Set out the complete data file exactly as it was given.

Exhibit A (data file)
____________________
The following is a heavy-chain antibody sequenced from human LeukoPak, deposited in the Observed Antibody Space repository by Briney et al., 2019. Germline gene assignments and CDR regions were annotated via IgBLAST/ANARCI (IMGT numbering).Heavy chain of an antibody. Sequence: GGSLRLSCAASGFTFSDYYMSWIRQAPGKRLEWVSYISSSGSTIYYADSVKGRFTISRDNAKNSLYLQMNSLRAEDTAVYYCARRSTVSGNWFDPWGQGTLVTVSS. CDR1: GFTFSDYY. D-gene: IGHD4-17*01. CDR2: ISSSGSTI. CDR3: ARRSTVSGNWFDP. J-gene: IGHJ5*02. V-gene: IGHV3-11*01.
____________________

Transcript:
The following is a heavy-chain antibody sequenced from human LeukoPak, deposited in the Observed Antibody Space repository by Briney et al., 2019. Germline gene assignments and CDR regions were annotated via IgBLAST/ANARCI (IMGT numbering).Heavy chain of an antibody. Sequence: GGSLRLSCAASGFTFSDYYMSWIRQAPGKRLEWVSYISSSGSTIYYADSVKGRFTISRDNAKNSLYLQMNSLRAEDTAVYYCARRSTVSGNWFDPWGQGTLVTVSS. CDR1: GFTFSDYY. D-gene: IGHD4-17*01. CDR2: ISSSGSTI. CDR3: ARRSTVSGNWFDP. J-gene: IGHJ5*02. V-gene: IGHV3-11*01.